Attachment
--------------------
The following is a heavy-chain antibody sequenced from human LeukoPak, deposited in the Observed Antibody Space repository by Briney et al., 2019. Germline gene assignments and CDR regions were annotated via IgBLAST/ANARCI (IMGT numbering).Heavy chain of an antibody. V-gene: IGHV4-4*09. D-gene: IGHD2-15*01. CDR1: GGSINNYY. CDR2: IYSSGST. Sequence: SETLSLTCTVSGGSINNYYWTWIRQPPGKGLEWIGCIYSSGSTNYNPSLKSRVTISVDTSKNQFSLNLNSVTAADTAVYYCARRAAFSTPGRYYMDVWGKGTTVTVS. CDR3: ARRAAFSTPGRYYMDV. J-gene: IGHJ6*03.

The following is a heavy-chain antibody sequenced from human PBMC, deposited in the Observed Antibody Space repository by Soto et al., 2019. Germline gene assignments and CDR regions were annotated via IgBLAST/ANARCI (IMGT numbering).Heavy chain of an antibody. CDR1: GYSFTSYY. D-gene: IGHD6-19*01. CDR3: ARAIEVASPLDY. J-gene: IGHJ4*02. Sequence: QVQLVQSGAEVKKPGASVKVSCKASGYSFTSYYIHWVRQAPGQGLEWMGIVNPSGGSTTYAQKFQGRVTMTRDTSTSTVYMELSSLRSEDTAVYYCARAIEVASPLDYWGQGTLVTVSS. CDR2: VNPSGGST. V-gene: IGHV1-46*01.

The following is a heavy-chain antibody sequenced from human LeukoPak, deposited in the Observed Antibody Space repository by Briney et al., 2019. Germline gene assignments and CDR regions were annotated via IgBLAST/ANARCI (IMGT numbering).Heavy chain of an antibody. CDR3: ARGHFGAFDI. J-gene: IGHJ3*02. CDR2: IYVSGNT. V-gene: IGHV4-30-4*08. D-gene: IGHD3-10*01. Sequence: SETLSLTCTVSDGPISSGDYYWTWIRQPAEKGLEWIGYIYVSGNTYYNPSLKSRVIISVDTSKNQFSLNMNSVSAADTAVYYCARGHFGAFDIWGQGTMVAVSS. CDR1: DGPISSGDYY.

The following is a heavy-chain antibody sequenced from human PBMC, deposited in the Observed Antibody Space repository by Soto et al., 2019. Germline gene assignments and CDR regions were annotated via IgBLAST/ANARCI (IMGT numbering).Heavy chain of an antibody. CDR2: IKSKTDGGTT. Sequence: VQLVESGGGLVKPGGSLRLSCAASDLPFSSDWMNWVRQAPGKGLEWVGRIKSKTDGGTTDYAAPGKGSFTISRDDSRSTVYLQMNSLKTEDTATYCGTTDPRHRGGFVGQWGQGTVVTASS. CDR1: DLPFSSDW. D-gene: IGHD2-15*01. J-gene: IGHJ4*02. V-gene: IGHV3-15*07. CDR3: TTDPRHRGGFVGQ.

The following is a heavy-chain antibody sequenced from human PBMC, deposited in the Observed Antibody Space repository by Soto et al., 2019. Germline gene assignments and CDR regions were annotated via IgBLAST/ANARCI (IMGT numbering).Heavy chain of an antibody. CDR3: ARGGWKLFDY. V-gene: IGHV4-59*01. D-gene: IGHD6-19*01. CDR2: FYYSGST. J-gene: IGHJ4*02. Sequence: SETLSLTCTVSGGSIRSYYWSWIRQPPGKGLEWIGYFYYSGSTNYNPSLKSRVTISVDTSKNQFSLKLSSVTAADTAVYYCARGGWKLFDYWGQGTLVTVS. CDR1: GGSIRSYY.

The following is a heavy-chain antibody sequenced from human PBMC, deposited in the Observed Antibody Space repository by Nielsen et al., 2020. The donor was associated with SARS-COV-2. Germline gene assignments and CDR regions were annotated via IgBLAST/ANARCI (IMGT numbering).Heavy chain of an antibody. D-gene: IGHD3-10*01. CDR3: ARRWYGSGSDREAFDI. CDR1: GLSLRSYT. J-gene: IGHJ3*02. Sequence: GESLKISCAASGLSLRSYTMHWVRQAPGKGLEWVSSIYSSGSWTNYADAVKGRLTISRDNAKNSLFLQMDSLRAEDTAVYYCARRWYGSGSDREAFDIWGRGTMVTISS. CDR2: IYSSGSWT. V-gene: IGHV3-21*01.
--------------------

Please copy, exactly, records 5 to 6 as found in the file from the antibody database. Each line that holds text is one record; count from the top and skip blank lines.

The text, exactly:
The following is a heavy-chain antibody sequenced from human PBMC, deposited in the Observed Antibody Space repository by Soto et al., 2019. Germline gene assignments and CDR regions were annotated via IgBLAST/ANARCI (IMGT numbering).Heavy chain of an antibody. CDR3: ARGGWKLFDY. V-gene: IGHV4-59*01. D-gene: IGHD6-19*01. CDR2: FYYSGST. J-gene: IGHJ4*02. Sequence: SETLSLTCTVSGGSIRSYYWSWIRQPPGKGLEWIGYFYYSGSTNYNPSLKSRVTISVDTSKNQFSLKLSSVTAADTAVYYCARGGWKLFDYWGQGTLVTVS. CDR1: GGSIRSYY.

The following is a heavy-chain antibody sequenced from human PBMC, deposited in the Observed Antibody Space repository by Nielsen et al., 2020. The donor was associated with SARS-COV-2. Germline gene assignments and CDR regions were annotated via IgBLAST/ANARCI (IMGT numbering).Heavy chain of an antibody. D-gene: IGHD3-10*01. CDR3: ARRWYGSGSDREAFDI. CDR1: GLSLRSYT. J-gene: IGHJ3*02. Sequence: GESLKISCAASGLSLRSYTMHWVRQAPGKGLEWVSSIYSSGSWTNYADAVKGRLTISRDNAKNSLFLQMDSLRAEDTAVYYCARRWYGSGSDREAFDIWGRGTMVTISS. CDR2: IYSSGSWT. V-gene: IGHV3-21*01.